– With the incredible revenue surpluses coming from oil sales, your kings banned taxation. This made life too easy for you and you stopped working hard. This is particularly important for you.
Why did you have to call Americans to extinguish oil well fires during the Iraq’s invasion of Kuwait and the 1991 Gulf war?
Why didn’t you have the technology?
Why are you dependent on others?
Why is the number of technological innovations and patent filings from Arab world abysmally low?
Where are the like of Algebar-Wal-Mukabalai (father of Algerba)?
3. Build more engineering colleges and schools and encourage your children to learn more. You must have your own supply of engineers, scientists, doctors, techies etc
4. Promote you women and never discourage them. Now don’t misunderstand this. I am only asking you to reduce male domination and eliminate atrocities against women. Get them to study engineering/medicine and encourage entrepreneurship amongst them. Women can be really smart if you let them be.
5. Stop mixing religion with studies (does not mean stop religious studies). Keep religious studies different from school studies. Don’t’ mix them up and confuse you child.
6. Preach toleration (for those who don’t) and preach what you are.
That’s my piece of mind. Not that I am an advisor or an expert to tell all this. This is just what I feel.
Before I answer this question, let me explain you that I have written this article purely as a student of economics (of which demographics is an important part). I do not have any specific feeling towards any religion and this article was not meant to hurt anybody’s sentiments, emotions or religious beliefs. I write this article with the sole intention of stating my analysis and airing my views about the question posed.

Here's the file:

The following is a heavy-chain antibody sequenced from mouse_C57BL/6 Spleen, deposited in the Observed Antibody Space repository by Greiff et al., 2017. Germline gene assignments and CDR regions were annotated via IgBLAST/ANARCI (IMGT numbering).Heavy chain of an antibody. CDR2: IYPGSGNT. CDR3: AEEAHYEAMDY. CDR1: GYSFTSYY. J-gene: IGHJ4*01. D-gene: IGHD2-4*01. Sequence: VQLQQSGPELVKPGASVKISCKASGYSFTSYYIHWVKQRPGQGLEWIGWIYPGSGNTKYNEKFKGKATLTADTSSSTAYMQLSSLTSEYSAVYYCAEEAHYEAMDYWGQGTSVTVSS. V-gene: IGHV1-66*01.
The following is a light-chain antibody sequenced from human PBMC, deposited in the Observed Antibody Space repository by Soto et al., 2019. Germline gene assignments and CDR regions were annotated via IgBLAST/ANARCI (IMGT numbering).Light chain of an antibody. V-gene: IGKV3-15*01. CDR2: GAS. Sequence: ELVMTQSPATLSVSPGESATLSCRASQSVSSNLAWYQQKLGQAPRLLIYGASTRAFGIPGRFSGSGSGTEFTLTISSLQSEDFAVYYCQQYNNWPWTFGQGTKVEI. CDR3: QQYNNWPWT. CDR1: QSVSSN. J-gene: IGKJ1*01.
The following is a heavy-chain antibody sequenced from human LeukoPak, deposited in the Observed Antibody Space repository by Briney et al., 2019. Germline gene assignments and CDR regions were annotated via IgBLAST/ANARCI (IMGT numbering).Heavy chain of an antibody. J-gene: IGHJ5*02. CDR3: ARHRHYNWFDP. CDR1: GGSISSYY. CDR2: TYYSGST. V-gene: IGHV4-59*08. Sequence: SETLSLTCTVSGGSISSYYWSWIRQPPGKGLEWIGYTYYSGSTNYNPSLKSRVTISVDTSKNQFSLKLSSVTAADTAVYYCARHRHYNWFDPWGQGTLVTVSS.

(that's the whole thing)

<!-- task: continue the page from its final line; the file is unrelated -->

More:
Hinduism and a few more religions are popular for the practice of social evils like dowry and discouragement of girl child. The latter happens to such an extent that many families kill a girl as soon as it is born. People continue to kill the female babies until a male is born. There have been numerous reports of such incidents especially from the Northern parts of India like Rajasthan, Punjab, Haryana, Delhi etc. In certain cases, they go on giving birth to children until a male child is born. And once that happens, they have so many children that they are even unable to afford education for all their children.
Please have a look at this sex ratio data that I found on the Census of India Website (exact link needed). Please click on the images to make them more legible:
In the data that I have posted here, Sex Ratio is the number of Females per thousand males. It is paramount that there is a good balance between the number of males and females and neither side is too heavy or too light. As the world sex ratio has been such that the number of females per 1000 males is always less, in my opinion a good ratio for any country would be 980 or more females per thousand males. However, once it is below that 980 figure, the ratio start to become exponentially dangerous in intensity in response to a unit decrease in the number of females per thousand males.
Considering the present trend, if it continues, soon the sex ratio will reach a tipping point and there will be a population implosion in the Hindu society. It will become very difficult for aspiring bridegrooms to find a bride and there might be a situation where a particular set of men will go unmarried because they just couldn’t find a bride.
Now all this may sound crazy but this is simple correlation and the causation is self-evident. Let me tell you about the correlation.